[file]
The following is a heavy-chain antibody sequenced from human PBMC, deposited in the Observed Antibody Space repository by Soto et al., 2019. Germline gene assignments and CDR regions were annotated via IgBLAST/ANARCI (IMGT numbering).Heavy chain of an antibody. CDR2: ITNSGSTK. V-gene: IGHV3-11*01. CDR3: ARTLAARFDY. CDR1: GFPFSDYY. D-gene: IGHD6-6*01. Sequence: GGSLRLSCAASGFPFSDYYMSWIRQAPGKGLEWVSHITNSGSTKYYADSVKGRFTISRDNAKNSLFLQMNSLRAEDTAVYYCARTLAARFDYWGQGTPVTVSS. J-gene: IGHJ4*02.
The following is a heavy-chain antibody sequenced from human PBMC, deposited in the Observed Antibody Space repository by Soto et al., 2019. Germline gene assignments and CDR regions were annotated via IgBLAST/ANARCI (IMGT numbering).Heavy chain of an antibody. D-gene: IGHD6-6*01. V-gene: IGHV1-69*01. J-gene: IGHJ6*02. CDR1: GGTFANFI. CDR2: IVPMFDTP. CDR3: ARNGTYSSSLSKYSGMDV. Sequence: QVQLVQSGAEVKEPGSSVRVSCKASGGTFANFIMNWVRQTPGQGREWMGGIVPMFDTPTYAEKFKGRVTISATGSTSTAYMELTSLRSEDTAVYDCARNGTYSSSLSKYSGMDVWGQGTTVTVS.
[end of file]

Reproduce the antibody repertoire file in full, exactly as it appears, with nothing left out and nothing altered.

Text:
The following is a heavy-chain antibody sequenced from human PBMC, deposited in the Observed Antibody Space repository by Soto et al., 2019. Germline gene assignments and CDR regions were annotated via IgBLAST/ANARCI (IMGT numbering).Heavy chain of an antibody. CDR2: ITNSGSTK. V-gene: IGHV3-11*01. CDR3: ARTLAARFDY. CDR1: GFPFSDYY. D-gene: IGHD6-6*01. Sequence: GGSLRLSCAASGFPFSDYYMSWIRQAPGKGLEWVSHITNSGSTKYYADSVKGRFTISRDNAKNSLFLQMNSLRAEDTAVYYCARTLAARFDYWGQGTPVTVSS. J-gene: IGHJ4*02.
The following is a heavy-chain antibody sequenced from human PBMC, deposited in the Observed Antibody Space repository by Soto et al., 2019. Germline gene assignments and CDR regions were annotated via IgBLAST/ANARCI (IMGT numbering).Heavy chain of an antibody. D-gene: IGHD6-6*01. V-gene: IGHV1-69*01. J-gene: IGHJ6*02. CDR1: GGTFANFI. CDR2: IVPMFDTP. CDR3: ARNGTYSSSLSKYSGMDV. Sequence: QVQLVQSGAEVKEPGSSVRVSCKASGGTFANFIMNWVRQTPGQGREWMGGIVPMFDTPTYAEKFKGRVTISATGSTSTAYMELTSLRSEDTAVYDCARNGTYSSSLSKYSGMDVWGQGTTVTVS.